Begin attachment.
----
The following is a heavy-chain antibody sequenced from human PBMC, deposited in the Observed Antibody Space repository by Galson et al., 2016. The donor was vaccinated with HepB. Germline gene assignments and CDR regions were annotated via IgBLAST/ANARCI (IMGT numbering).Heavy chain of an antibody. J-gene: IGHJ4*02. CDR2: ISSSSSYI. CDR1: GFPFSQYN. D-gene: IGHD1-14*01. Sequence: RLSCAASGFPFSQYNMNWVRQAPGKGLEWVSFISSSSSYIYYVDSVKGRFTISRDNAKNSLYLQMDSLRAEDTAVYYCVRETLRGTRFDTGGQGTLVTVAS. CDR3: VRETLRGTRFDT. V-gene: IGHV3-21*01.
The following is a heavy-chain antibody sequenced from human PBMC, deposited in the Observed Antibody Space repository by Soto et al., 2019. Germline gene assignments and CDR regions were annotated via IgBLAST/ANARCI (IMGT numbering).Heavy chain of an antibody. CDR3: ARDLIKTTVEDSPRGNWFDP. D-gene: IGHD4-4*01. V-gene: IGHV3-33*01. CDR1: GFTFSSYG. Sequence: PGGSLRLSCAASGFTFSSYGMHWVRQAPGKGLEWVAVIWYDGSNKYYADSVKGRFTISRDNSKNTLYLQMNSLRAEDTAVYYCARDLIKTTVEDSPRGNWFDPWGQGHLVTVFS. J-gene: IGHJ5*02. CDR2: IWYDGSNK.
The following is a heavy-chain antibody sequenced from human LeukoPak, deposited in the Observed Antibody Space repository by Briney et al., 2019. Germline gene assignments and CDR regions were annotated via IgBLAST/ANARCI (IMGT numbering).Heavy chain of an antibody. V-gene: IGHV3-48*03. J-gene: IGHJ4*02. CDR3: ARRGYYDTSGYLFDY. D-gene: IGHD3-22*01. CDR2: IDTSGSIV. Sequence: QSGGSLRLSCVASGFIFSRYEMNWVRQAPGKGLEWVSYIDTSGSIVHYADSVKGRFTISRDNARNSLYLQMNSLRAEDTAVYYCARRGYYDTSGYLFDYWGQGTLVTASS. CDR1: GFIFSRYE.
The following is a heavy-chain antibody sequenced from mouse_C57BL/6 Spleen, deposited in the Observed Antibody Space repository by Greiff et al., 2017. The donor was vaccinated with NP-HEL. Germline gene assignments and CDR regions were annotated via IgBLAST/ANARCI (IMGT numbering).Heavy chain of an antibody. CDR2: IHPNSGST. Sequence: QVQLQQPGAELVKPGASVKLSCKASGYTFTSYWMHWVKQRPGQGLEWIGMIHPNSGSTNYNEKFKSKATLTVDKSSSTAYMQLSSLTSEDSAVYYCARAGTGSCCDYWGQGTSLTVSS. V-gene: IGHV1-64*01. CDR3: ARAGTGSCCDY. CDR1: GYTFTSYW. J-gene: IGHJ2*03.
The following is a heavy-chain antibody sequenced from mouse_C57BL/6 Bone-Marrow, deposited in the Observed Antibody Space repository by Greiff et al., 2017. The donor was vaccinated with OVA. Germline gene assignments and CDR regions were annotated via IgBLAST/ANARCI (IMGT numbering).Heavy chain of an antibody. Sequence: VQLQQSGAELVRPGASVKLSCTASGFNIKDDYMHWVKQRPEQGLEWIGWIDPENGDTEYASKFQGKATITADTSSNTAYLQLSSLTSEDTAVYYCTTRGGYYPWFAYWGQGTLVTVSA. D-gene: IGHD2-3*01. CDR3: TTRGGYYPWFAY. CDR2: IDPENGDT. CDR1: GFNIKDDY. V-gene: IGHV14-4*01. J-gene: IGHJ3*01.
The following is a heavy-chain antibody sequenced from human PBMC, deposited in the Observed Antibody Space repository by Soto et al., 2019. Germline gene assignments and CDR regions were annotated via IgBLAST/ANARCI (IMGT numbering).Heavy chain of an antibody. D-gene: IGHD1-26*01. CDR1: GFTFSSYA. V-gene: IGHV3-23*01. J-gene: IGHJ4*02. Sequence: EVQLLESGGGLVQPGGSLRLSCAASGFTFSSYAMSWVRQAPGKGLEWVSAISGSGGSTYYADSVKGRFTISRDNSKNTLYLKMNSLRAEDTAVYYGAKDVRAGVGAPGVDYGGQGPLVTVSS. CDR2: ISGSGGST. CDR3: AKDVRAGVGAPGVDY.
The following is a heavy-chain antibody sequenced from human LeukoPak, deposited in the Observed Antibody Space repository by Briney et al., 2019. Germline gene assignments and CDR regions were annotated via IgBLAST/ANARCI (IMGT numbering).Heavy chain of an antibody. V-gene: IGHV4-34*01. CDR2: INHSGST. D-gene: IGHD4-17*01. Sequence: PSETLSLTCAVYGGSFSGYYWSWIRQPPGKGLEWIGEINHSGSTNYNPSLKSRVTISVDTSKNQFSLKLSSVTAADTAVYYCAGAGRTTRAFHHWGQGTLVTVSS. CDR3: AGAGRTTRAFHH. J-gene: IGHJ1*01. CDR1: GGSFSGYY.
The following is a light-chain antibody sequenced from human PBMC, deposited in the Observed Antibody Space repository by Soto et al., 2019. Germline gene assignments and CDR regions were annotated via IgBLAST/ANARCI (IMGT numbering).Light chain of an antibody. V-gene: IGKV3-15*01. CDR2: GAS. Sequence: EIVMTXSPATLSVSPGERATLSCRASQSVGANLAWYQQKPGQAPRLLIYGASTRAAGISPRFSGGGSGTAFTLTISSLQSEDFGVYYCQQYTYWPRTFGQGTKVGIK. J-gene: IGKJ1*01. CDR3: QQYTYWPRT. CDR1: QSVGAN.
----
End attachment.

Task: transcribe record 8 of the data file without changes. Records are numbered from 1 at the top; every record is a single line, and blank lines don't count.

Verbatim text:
The following is a light-chain antibody sequenced from human PBMC, deposited in the Observed Antibody Space repository by Soto et al., 2019. Germline gene assignments and CDR regions were annotated via IgBLAST/ANARCI (IMGT numbering).Light chain of an antibody. V-gene: IGKV3-15*01. CDR2: GAS. Sequence: EIVMTXSPATLSVSPGERATLSCRASQSVGANLAWYQQKPGQAPRLLIYGASTRAAGISPRFSGGGSGTAFTLTISSLQSEDFGVYYCQQYTYWPRTFGQGTKVGIK. J-gene: IGKJ1*01. CDR3: QQYTYWPRT. CDR1: QSVGAN.